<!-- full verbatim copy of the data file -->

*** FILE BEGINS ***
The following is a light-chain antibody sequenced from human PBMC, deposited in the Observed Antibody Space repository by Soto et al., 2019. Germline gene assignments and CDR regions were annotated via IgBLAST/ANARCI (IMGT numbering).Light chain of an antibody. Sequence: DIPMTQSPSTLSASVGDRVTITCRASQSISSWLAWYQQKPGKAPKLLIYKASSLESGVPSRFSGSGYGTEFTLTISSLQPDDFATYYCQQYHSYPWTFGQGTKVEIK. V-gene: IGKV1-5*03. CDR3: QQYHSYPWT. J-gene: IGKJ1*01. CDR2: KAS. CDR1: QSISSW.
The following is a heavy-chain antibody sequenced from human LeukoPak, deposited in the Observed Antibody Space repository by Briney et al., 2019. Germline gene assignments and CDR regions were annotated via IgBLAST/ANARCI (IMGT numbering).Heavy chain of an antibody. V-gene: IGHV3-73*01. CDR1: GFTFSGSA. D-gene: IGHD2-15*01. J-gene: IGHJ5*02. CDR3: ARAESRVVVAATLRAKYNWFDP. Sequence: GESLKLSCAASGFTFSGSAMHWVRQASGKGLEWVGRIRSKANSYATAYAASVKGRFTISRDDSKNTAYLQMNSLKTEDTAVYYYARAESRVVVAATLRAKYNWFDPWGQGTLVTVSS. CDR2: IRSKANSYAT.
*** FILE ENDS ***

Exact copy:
The following is a light-chain antibody sequenced from human PBMC, deposited in the Observed Antibody Space repository by Soto et al., 2019. Germline gene assignments and CDR regions were annotated via IgBLAST/ANARCI (IMGT numbering).Light chain of an antibody. Sequence: DIPMTQSPSTLSASVGDRVTITCRASQSISSWLAWYQQKPGKAPKLLIYKASSLESGVPSRFSGSGYGTEFTLTISSLQPDDFATYYCQQYHSYPWTFGQGTKVEIK. V-gene: IGKV1-5*03. CDR3: QQYHSYPWT. J-gene: IGKJ1*01. CDR2: KAS. CDR1: QSISSW.
The following is a heavy-chain antibody sequenced from human LeukoPak, deposited in the Observed Antibody Space repository by Briney et al., 2019. Germline gene assignments and CDR regions were annotated via IgBLAST/ANARCI (IMGT numbering).Heavy chain of an antibody. V-gene: IGHV3-73*01. CDR1: GFTFSGSA. D-gene: IGHD2-15*01. J-gene: IGHJ5*02. CDR3: ARAESRVVVAATLRAKYNWFDP. Sequence: GESLKLSCAASGFTFSGSAMHWVRQASGKGLEWVGRIRSKANSYATAYAASVKGRFTISRDDSKNTAYLQMNSLKTEDTAVYYYARAESRVVVAATLRAKYNWFDPWGQGTLVTVSS. CDR2: IRSKANSYAT.